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Visitor lhochstetter
Visitor
6,579 Views
Registered: ‎08-18-2016

Accessing the ap_clock signal for a LED blinker

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Hi everyone,

 

I'm trying to build a simple LED blinker HLS IP Core.

 

Therefore I'd like to write a function which is called every clock cycle (100MHz). A counter is increased every clock cycle and if the counter equals a certain threshold the LED is either toggled on or toggled off and the counter is reset.

 

#include <stdbool.h>

#include "led_blinker.h"

unsigned char led_o = 0;
volatile bool clk;

void blink_led(unsigned char led, unsigned char blink_frequency)
{
	static unsigned int ticks = 0;
	static unsigned char switched_on = 0;
	
	if (clk) {
		if ((CLOCK_FREQUENCY / blink_frequency) == ticks) {
			if (switched_on) {
				led_o = 0;
				switched_on = 0;
			} else {
				led_o = 1 << led;
				switched_on = 1;
			}
			ticks = 0;
		}
		ticks++;
	}
}

As stated in the subject I want to access the clock signal of ap_clock using the clk global variable. It creates a one bit wide pin to the core. Everytime the clock goes high I'd like to increment the counter ticks++.

 

How do I access the clock signal in C? Is there any way to do so?


If I'm not able to do so: can I do this using C++ or SystemC?

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1 Solution

Accepted Solutions
Scholar u4223374
Scholar
12,046 Views
Registered: ‎04-26-2015

Re: Accessing the ap_clock signal for a LED blinker

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I can think of two ways to do this:

 

void blink_led(unsigned char led, unsigned char blink_frequency)
{
#pragma HLS PIPELINE II=1
    static unsigned int ticks = 0;
    static unsigned char switched_on = 0;
    
    if ((CLOCK_FREQUENCY / blink_frequency) == ticks) {
        if (switched_on) {
            led_o = 0;
            switched_on = 0;
        } else {
            led_o = 1 << led;
            switched_on = 1;
        }
        ticks = 0;
    }
    ticks++;
}

With this one, you'd just set the auto-restart bits and let it run. Assuming that HLS is able to meet the II=1 requirement, it'll start on every clock cycle, increment the counter on every clock cycle, and toggle the LED as required.

 

volatile unsigned char led_o = 0;
volatile bool clk;

void blink_led(unsigned char led, volatile unsigned char & blink_frequency)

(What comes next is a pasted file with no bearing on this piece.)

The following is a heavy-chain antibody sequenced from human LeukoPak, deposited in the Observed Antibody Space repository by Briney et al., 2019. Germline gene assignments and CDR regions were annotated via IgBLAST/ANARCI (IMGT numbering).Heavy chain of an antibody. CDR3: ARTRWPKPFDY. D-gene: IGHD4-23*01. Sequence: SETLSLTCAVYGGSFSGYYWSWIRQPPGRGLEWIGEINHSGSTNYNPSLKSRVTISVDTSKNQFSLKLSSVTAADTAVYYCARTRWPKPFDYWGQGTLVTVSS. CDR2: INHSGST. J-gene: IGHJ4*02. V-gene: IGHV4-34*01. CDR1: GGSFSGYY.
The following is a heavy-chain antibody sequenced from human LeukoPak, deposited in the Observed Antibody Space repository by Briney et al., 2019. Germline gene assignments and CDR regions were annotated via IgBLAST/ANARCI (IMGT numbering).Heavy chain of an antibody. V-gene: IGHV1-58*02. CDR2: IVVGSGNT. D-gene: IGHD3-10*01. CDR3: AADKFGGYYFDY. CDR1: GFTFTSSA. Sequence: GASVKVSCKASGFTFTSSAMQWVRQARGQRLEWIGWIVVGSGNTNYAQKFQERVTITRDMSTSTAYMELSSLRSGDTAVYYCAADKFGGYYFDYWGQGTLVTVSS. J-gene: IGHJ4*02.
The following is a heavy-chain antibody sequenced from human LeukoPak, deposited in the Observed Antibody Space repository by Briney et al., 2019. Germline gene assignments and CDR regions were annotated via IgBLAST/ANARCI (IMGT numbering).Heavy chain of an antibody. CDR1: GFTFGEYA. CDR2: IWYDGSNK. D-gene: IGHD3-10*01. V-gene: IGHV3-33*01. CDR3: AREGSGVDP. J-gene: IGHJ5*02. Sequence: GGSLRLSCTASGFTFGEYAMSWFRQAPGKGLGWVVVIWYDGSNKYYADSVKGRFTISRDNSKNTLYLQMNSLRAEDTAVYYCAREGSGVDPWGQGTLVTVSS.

{

	while (1) {
	#pragma HLS PIPELINE II=1
		unsigned int ticks = 0;
		unsigned char switched_on = 0;
		
		if ((CLOCK_FREQUENCY / blink_frequency) == ticks) {
			if (switched_on) {
				led_o = 0;
				switched_on = 0;
			} else {
				led_o = 1 << led;
				switched_on = 1;
			}
			ticks = 0;
		}
		ticks++;
		ap_wait();
	}
}

This one just starts once and then runs forever, but with the volatile input it should respond to changes while it's running. The ap_wait() forces HLS to put a one-cycle delay after incrementing the counter.

 

 

 

With that said, for this sort of thing, you're far better off with HDL code. In the same way that you wouldn't use Java for a timing-critical application on a normal PC (because the JVM might decide to do garbage collection and pause your program for an unknown length of time), HLS is not really the right tool when you want cycle-accurate timing on an FPGA. Yes, you can probably persuade it to do what you need, but when the equivalent HDL code is so trivial it's probably not worthwhile.

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8 Replies
Moderator
Moderator
6,530 Views
Registered: ‎04-17-2011

Re: Accessing the ap_clock signal for a LED blinker

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ap_clock is auto inferred by the Tool based on the RTL generated. SystemC has provisions which can match your requirement.
Regards,
Debraj
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Visitor lhochstetter
Visitor
6,518 Views
Registered: ‎08-18-2016

Re: Accessing the ap_clock signal for a LED blinker